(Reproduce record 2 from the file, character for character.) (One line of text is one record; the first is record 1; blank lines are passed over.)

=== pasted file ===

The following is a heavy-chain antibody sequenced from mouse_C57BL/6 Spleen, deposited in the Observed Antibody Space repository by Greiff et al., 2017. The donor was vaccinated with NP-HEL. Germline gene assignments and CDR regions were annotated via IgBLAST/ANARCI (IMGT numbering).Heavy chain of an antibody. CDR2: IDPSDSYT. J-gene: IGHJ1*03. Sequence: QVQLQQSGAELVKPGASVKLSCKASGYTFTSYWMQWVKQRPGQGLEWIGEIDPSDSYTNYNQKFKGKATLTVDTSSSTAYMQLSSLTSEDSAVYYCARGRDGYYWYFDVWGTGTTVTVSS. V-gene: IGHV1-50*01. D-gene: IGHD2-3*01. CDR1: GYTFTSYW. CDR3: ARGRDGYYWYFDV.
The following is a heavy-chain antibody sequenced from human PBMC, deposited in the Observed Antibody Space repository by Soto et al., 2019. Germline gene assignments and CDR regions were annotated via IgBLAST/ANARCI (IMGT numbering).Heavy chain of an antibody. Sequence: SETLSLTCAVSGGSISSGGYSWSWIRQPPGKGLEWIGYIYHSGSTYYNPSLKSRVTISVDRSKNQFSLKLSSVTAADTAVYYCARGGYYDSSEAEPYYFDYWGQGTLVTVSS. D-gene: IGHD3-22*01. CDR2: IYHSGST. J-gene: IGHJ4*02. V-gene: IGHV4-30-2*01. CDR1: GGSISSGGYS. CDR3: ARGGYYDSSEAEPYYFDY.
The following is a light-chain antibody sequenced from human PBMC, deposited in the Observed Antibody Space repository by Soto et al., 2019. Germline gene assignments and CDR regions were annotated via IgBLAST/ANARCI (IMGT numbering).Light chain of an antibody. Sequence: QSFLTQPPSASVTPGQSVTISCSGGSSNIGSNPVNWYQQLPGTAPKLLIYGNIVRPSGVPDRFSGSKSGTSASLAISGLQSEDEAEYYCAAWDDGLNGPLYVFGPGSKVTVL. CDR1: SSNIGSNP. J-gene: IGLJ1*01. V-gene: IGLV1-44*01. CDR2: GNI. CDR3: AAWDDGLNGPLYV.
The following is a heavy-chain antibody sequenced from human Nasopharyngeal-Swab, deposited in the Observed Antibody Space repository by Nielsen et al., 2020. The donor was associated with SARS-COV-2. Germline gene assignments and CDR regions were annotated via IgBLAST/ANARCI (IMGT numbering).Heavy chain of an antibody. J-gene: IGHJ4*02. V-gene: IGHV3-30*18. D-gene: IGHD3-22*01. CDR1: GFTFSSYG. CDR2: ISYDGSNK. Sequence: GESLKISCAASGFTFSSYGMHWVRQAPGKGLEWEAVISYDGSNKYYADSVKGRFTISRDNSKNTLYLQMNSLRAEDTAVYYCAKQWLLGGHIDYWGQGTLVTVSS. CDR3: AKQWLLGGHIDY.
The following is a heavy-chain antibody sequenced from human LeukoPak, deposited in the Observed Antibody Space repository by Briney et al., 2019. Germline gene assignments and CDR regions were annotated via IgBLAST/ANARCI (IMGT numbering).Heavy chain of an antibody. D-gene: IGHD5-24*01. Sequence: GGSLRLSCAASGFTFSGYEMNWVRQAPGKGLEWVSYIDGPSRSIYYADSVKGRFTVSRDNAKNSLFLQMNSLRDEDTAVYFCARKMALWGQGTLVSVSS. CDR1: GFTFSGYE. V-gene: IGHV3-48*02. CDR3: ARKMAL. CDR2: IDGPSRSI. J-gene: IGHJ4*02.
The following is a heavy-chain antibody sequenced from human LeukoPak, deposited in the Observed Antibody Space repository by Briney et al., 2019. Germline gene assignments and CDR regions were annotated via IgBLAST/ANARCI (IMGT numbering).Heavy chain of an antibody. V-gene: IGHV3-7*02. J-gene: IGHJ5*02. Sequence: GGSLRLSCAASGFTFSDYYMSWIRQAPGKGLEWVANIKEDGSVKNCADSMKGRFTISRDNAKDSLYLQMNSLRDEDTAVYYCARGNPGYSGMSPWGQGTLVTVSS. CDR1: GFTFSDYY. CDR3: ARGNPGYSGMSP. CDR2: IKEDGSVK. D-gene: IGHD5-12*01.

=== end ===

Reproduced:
The following is a heavy-chain antibody sequenced from human PBMC, deposited in the Observed Antibody Space repository by Soto et al., 2019. Germline gene assignments and CDR regions were annotated via IgBLAST/ANARCI (IMGT numbering).Heavy chain of an antibody. Sequence: SETLSLTCAVSGGSISSGGYSWSWIRQPPGKGLEWIGYIYHSGSTYYNPSLKSRVTISVDRSKNQFSLKLSSVTAADTAVYYCARGGYYDSSEAEPYYFDYWGQGTLVTVSS. D-gene: IGHD3-22*01. CDR2: IYHSGST. J-gene: IGHJ4*02. V-gene: IGHV4-30-2*01. CDR1: GGSISSGGYS. CDR3: ARGGYYDSSEAEPYYFDY.